The rest of the controller feels nice in the hand. Being wired – and with no need for batteries or a battery pack – the PDP controller is much lighter than a standard wireless, and correspondingly featherweight compared to the Elite. Analogue sticks are generally smooth and have the same length of travel as the official pad. The thumbstick click felt a little two-stage to us – there was a very small amount of travel under light pressure before hitting the ‘top’ of the click itself, which then needed about the same amount of pressure to achieve the click as on a standard controller. The rotation of the stick was smooth, though we did feel a couple of tiny points on the circumference of each stick that was less smooth.
These are wired controllers – the supplied 10-foot long braided micro USB cable is sturdy and slots neatly into the recessed USB port on the front of the controller. The design of the cable and the recessed port helps reduce stress at the connection point, and should hopefully preserve the life of the port – an area we’ve always had concerns about on standard controllers. Be warned, though – the two are designed to function as one, which means some heavy-duty third-party cables may not plug into the controller simply because they may not fit into the recess. We think that’s a small price to pay, though, for increased toughness in this fragile area, while the length of the cable should minimise any cable worries you may have.
Overall, the controller’s pleasant to hold – although the lightness takes a little bit of getting used to, but build quality feels rock solid. A combined 60+ hours of testing has yet to result in a single creak from either controller. A few uninterrupted hours of gaming can elicit some sweaty palms, but both controllers stayed put in the heat of battle.
Aesthetically, the Battlefield 1 controller is very pretty. Designed to pay homage to the machinery of the Great War, the controller has a wood and steel design that’s clean and precise. The handles of the controller are finished in a grippy, soft-feel plastic that’s printed with wood grain (suddenly, we thought about high end controllers carved out of gorgeous, natural cherry wood) whilst the main body of the controller is finished in steel grey, with the Battlefield 1 logo picked out in silver. The wood effect wraps around and covers most of the underside of the controller, giving the whole thing a pleasingly grippy exterior. The internal curve – where the audio jack is, and where your gripping fingers rest – is a smooth gloss black.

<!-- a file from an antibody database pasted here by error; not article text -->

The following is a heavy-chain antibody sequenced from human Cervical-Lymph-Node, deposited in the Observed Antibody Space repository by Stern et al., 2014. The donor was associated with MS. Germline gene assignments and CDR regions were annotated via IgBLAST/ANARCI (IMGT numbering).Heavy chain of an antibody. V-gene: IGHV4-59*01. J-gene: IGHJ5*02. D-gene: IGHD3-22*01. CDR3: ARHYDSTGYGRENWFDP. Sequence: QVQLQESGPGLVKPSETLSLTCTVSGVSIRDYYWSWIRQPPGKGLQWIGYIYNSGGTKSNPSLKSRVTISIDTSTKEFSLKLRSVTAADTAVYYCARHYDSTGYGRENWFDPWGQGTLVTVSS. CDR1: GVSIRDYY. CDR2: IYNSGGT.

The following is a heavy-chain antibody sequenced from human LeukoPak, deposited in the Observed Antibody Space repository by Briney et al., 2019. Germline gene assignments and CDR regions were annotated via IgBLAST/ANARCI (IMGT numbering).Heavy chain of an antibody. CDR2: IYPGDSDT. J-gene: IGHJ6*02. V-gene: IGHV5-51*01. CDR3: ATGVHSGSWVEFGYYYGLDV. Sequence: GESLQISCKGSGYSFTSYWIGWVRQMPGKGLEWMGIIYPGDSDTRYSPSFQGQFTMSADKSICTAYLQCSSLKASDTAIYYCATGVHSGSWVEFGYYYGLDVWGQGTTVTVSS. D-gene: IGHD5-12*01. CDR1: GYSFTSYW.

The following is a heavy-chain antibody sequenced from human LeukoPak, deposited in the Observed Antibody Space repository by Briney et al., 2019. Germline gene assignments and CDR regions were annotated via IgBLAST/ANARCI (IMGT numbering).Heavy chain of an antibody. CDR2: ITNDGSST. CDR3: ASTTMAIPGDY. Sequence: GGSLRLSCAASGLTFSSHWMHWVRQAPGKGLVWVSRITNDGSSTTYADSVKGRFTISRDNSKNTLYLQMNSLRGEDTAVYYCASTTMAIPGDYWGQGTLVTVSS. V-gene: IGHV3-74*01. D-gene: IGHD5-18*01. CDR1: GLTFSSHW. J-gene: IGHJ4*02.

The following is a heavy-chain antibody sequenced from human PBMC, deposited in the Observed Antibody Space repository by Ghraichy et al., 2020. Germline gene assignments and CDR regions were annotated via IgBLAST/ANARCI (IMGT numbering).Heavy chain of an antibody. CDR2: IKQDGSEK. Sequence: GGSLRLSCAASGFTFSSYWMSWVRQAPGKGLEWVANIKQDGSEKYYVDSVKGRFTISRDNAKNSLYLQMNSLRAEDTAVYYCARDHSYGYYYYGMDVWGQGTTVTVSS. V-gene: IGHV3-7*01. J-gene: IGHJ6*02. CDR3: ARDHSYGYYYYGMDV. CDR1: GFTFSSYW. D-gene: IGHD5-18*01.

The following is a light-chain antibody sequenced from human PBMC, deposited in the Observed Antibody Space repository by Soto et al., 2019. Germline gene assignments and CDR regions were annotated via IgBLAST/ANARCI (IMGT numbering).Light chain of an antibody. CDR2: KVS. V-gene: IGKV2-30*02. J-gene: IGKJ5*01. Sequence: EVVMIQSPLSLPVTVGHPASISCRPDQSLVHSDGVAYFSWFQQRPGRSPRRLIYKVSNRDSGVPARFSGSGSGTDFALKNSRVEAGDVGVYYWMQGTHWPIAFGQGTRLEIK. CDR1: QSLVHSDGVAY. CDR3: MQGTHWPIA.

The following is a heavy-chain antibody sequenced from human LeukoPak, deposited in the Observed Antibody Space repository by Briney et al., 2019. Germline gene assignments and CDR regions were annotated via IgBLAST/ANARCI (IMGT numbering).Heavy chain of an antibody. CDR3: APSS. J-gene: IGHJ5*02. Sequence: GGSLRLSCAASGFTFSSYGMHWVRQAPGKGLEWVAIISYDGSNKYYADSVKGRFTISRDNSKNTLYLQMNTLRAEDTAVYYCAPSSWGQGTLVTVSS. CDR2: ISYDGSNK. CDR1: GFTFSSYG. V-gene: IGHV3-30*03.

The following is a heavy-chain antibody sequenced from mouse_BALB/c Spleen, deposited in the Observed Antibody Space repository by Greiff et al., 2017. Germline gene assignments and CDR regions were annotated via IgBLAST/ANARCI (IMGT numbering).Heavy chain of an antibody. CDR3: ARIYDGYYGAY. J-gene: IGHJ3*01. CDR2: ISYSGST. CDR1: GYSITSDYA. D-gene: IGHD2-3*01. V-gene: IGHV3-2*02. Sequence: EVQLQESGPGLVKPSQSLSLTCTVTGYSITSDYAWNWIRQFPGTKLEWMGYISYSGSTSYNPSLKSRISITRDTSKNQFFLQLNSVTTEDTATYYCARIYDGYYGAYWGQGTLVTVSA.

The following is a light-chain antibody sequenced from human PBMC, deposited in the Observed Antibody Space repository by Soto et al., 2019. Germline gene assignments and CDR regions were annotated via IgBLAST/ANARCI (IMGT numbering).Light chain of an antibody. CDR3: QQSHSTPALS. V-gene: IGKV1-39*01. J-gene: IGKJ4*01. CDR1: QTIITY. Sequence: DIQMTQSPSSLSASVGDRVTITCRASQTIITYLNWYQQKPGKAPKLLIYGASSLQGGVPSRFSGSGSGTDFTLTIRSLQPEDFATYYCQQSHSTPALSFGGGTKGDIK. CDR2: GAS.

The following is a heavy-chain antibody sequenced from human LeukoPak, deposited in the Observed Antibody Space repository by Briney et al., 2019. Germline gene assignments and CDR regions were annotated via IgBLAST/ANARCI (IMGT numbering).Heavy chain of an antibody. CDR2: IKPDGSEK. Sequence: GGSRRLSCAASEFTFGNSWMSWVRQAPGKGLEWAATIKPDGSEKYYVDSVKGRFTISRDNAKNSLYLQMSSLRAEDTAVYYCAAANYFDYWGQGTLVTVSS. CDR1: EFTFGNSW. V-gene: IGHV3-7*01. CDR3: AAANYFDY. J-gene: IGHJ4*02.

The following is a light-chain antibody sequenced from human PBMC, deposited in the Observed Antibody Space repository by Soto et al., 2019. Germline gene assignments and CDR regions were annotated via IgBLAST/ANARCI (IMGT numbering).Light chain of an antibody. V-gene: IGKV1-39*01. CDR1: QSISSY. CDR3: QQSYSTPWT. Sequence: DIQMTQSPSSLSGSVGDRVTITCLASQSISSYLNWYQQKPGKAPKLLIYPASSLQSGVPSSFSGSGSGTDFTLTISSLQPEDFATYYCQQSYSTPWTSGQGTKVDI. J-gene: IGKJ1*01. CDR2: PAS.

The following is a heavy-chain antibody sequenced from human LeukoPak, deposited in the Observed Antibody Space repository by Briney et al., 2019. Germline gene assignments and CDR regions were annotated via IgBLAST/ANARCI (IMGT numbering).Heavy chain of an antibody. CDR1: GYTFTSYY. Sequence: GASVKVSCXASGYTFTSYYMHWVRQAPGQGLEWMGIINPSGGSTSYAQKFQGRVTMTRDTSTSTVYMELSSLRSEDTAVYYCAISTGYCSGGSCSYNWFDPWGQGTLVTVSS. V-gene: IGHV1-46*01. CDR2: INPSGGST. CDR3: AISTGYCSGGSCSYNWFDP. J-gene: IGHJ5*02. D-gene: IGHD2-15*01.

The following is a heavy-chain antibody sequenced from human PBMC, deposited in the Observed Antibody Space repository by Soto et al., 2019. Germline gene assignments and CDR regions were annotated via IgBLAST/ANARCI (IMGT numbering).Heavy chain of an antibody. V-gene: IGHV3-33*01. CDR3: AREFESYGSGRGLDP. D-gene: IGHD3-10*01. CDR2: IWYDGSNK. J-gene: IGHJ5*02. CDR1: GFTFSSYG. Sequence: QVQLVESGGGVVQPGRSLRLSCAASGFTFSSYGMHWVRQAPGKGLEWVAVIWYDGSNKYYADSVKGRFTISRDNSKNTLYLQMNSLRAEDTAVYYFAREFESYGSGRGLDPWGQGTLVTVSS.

The Titanfall 2 controller is, if anything, even more detailed – and while we love the familiar markings we’d have loved separate IMC and Militia-themed alternatives. The controller, though, is a perfect match for the PDP Titanfall 2 Wired Headsets – available in full stereo and chat audio formats.
Both controllers are boxed nicely, too – a gatefold window box that offers an ideal way to display your controller for the inevitable shelfies.
These PDP controllers make a convincing argument to replace your standard wireless controller, if you don’t need wireless. We love the on-board audio and are really pleased there’s been some thought from PDP on beefing up the controller/cable interface. The multi-function wheels are a little bit harder to get used to than paddles, but if you’re not an Elite user then these PDP offerings deliver similar levels of functionality for half the price.
The PDP Official Titanfall2 and Battlefield 1 Wired Controllers are available direct from PDP for $59.99 each. As with the Talon Media Remote, they’re a bit more difficult to find outside the US and Canada. Argos, however stocks both the Titanfall 2 and Battlefield 1 controllers – and they’re both 20% off right now – just £39.99 each.
PDP supplied one controller of each design for the purposes of this review. The controllers were tested for over 30 hours each on a variety of titles, including Destiny, Mantis Burn Racing, Tennis in the Face, and – unsurprisingly – Battlefield 1 and Titanfall 2.